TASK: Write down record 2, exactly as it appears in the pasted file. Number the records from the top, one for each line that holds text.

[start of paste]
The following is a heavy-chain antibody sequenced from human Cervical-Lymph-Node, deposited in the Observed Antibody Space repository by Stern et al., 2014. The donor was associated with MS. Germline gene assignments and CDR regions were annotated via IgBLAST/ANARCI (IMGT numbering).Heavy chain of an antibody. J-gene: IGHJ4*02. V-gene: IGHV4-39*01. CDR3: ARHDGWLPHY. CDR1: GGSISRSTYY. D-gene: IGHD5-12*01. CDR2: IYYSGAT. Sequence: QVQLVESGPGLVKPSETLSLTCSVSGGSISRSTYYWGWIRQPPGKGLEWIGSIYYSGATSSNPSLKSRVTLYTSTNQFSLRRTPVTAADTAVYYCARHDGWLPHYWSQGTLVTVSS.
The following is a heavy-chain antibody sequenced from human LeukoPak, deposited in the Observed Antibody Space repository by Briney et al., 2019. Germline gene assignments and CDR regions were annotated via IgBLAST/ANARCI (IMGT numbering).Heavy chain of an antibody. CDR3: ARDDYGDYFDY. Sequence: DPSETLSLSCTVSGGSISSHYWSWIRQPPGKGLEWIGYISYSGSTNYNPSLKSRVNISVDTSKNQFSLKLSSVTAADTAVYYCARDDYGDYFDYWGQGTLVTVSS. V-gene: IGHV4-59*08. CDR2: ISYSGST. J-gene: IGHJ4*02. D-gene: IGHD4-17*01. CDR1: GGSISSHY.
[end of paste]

The following is a heavy-chain antibody sequenced from human LeukoPak, deposited in the Observed Antibody Space repository by Briney et al., 2019. Germline gene assignments and CDR regions were annotated via IgBLAST/ANARCI (IMGT numbering).Heavy chain of an antibody. CDR3: ARDDYGDYFDY. Sequence: DPSETLSLSCTVSGGSISSHYWSWIRQPPGKGLEWIGYISYSGSTNYNPSLKSRVNISVDTSKNQFSLKLSSVTAADTAVYYCARDDYGDYFDYWGQGTLVTVSS. V-gene: IGHV4-59*08. CDR2: ISYSGST. J-gene: IGHJ4*02. D-gene: IGHD4-17*01. CDR1: GGSISSHY.